Wishful thinking at the CBI

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I was struck by an article in The Sunday Telegraph of July 20th, by the CBI’s Deputy Director General Katja Hall.  http://www.telegraph.co.uk/finance/comment/10978196/Lets-dispel-the-myth-we-lack-allies-in-Brussels.html.   “Let’s dispel the myth that we have no allies in Brussels”, it’s headlined.  And as an example of wishful thinking, of the triumph of hope over experience, this would be hard to beat.
Ms. Hall was born in Sweden in 1972 (if the internet is to be trusted).  That was the year in which we in the UK were debating the last stages of our application to join the “Common Market”, as we knew it then.  We joined in 1973, though our referendum on Harold Wilson’s nugatory “renegotiation” didn’t happen until 1975.  (We should remind David Cameron of that when he tells us that you can’t possibly have a retrospective referendum).
But this all means that Katja, now presumably forty-two or so, was far too young to be paying attention to those debates, and presumably only came to political awareness when British membership had been an established fact of life for some time.  It shows.
Take the headline: “The myth that we lack allies in Brussels”.  As recently as the last few weeks, PM Dave was assuring us that he had allies in Europe, in his strident campaign to block Jean Claude Juncker form the Presidency of the European Commission.  Angela Merkel had hinted at support.  Italy’s Matteo Renzi was making helpful noises (though only, it now seems, as a negotiating tactic to secure some relaxation of the fiscal rules). We had allies in Brussels.  Dave was confident.  But when push came to shove, we found ourselves in a minority of two, and Juncker got the job.

The plain fact is (as Katja might know if she had followed these issues a little longer) that we find ourselves in a structural “Anglo Saxon” minority, occasionally but uncertainly supported by a few northern EU countries, but not able to call the shots — or even to block Juncker.  And now we find ourselves in a second structural minority — the non-euro-zone countries.  So within the EU, groups of countries that reject key areas of our policies and interests will always outvote us.  We are paying billions a year for membership of a club where we are in a permanent and inevitable disadvantage.
Katja tells us that Lord “Who’s He?” Hill, our British nomination for EU Commissioner, has “a golden opportunity to get the best deal for Britain in Europe”. Nonsense.  I’ve followed EU affairs for many years, and I’ve lost count of the number of times we’ve been told that we should be confident, we should go in and negotiate, we have politicians and civil servants as good as any in Europe, we have allies in Brussels, we can win for Britain.  Game, Set & Match!  But we have forty years experience to show that it always ends in tears.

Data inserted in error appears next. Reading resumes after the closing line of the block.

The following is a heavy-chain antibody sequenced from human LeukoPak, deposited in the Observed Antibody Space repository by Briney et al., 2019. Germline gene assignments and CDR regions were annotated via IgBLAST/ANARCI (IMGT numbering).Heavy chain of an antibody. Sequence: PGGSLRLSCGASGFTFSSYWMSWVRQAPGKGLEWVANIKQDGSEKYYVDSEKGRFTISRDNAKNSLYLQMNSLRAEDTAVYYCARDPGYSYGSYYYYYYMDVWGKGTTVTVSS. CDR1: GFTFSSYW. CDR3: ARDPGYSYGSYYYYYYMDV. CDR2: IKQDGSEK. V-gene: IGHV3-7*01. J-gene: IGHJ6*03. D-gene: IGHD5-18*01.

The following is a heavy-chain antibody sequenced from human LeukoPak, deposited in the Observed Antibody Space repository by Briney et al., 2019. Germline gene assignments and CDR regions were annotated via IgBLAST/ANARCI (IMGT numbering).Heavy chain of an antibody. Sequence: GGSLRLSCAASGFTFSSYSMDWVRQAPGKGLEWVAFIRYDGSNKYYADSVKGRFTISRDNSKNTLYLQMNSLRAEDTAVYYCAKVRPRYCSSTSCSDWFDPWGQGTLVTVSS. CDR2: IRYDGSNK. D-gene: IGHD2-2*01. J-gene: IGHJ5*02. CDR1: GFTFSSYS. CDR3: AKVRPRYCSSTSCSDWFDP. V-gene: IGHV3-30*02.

The EU bus is on the route to “ever closer union”, to a full unitary state called Europe.  We have a binary choice.  We can carry on to the  centralised European State, or we can get off the bus.  There is no third way.

Many other comments from Katja underscore her naive and misplaced optimism.  We need reform in competition, trade and energy (strange that she misses one of the main problem areas, employment) for Europe to “remain competitive”.  Remain, Katja, remain?  Don’t you understand the disaster of EU energy policy, and energy prices?  Have you listened to our energy-intensive industries?  People like Jim Ratcliffe of INEOS, who says that the chemicals industry in Europe will die in ten years without a change of course?  Out-going Industry Commissioner Antonio Tajani says that energy prices are “creating an industrial massacre” in Europe.  Does the CBI have a different view?  Or is it ignoring reality?  Remain competitive?  We need to get competitive first.
The article says that several EU countries have expressed the hope that Britain will remain in the EU.  Indeed they have.  That’s because we’re the last voice of common sense, against the social corporatism of the majority.  It might be good for those countries if Britain stays.  But it won’t be good for us.
Most ironic is Katja’s vain hope that the Commission will heed “the clarion call for change still ringing in the ears if the EU hierarchy after May’s euro-elections”.  But they’ve made their position clear — not least by the appointment of  Juncker.  Their one and only idea for EU reform is “more of the same”.  The EU institutions have a towering contempt for public opinion — as testified by their repeated rejection of referendum results.  They won’t let a little thing like a reverse in the euro-elections stand in their way.

“We need the conviction to win the arguments over EU membership at home, and make the UK’s case in the corridors of Brussels”, says Katja plaintively.  Forty years’ experience for the UK in the EU says it can’t be done.  The EU is beyond reform.  It deserves to be put out of its misery.  The best service we can do for Europe is to leave the EU, and to demonstrate the huge benefits of independence, democracy, freedom and free markets.
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14 Responses to Wishful thinking at the CBI

  1. Thomas Fox says:

    Common sense tells me you are correct
    The whole administration in Brussels is one huge talking shop that is costing its members more and more with no benefit to the UK people !

  2. Ex-expat Colin says: